Tavakol, M. and Torabi, S. and Lyne, O.D. and Zeinaloo, A.A. (2005) A quantitative survey of intern’s knowledge of communications skills: an Iranian exploration. BMC Medical Education, 5 (6). pp. 1-5. ISSN 1472-6920.
|PDF (A Quantitiative Survey of Intern's Knowledge)|
Background It is a high priority that health care providers have effective communication skills. It has been well documented that the doctor-patient relationship is central to the delivery of high quality medical care, and it has been shown to affect patient satisfaction, to decrease the use of pain killers, to shorten hospital stays, to improve recovery from surgery and a variety of other biological, psychological and social outcomes. This study sought to quantify the current knowledge of interns in Iran about communication skills. Methods A cross-sectional study using a self-report questionnaire was conducted among interns. Data analysis was based on 223 questionnaires. The internal consistency of the items was 0.8979. Results Overall, knowledge levels were unsatisfactory. Results indicated that interns had a limited knowledge of communication skills, including identification of communication skills. In addition, there was a significant difference between the mean scores of interns on breaking bad news and sex education. The confidence of males about their communication skills was significantly higher than for females. Analysis of the total scores by age and sex showed that there was a statistically significant main effect for sex and the interaction with age was statistically significant. Free response comments of the interns are also discussed. Conclusions It is argued that there is a real need for integrating a communication skills course, which is linked to the various different ethnic and religious backgrounds of interns, into Iranian medical curricula. Some recommendations are made and the limitations of the study are discussed.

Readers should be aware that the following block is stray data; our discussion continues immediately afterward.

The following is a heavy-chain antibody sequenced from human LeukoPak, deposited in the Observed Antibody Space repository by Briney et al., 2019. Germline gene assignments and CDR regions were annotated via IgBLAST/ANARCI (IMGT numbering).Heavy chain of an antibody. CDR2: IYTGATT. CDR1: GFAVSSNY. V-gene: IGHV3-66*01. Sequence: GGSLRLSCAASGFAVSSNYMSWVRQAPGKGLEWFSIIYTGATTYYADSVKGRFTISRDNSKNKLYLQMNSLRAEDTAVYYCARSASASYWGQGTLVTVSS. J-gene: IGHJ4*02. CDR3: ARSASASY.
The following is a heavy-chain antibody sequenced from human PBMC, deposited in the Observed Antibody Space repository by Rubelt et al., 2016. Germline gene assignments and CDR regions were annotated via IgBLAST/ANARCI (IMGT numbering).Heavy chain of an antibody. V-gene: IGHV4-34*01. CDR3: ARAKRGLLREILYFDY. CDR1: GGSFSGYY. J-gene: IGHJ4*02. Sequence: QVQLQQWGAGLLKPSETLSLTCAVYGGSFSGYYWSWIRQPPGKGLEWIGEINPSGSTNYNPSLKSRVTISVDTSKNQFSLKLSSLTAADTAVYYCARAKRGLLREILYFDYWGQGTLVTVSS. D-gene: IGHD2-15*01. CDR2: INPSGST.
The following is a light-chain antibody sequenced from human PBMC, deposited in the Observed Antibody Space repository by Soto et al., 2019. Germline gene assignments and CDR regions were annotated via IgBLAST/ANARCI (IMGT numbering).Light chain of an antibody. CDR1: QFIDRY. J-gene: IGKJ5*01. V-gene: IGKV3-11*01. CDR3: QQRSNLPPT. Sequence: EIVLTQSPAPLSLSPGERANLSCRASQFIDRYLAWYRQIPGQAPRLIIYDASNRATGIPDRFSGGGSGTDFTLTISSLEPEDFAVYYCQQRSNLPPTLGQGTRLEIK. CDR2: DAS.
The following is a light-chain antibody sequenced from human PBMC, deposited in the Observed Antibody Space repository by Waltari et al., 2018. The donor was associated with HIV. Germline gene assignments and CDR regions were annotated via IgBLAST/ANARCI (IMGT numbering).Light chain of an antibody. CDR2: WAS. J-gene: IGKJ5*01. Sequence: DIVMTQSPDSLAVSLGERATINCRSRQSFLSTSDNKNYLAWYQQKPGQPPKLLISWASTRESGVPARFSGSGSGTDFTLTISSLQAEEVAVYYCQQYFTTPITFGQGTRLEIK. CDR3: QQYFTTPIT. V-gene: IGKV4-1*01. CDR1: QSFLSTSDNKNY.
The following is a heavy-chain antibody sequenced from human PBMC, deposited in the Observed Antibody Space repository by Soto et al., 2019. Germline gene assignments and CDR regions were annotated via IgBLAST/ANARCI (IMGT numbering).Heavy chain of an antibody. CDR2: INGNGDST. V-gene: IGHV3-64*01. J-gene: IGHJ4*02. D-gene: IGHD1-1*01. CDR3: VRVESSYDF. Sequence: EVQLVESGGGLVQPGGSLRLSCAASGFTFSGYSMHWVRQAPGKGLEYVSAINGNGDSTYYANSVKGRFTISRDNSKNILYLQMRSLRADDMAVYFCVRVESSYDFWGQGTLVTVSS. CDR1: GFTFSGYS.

|Additional information:||"This is an Open Access article distributed under the terms of the Creative Commons Attribution Licence, which permits unrestricted use, distribution, and reproduction in any medium, provided the original work is properly cited."|
|Subjects:||L Education > LB Theory and practice of education > LB2300 Higher Education|
|Divisions:||Faculties > Science Technology and Medical Studies > School of Mathematics Statistics and Actuarial Science > Statistics|
|Depositing User:||Owen Lyne|
|Date Deposited:||18 Nov 2008 14:49|
|Last Modified:||05 Sep 2011 23:59|
|Resource URI:||http://kar.kent.ac.uk/id/eprint/7577 (The current URI for this page, for reference purposes)|
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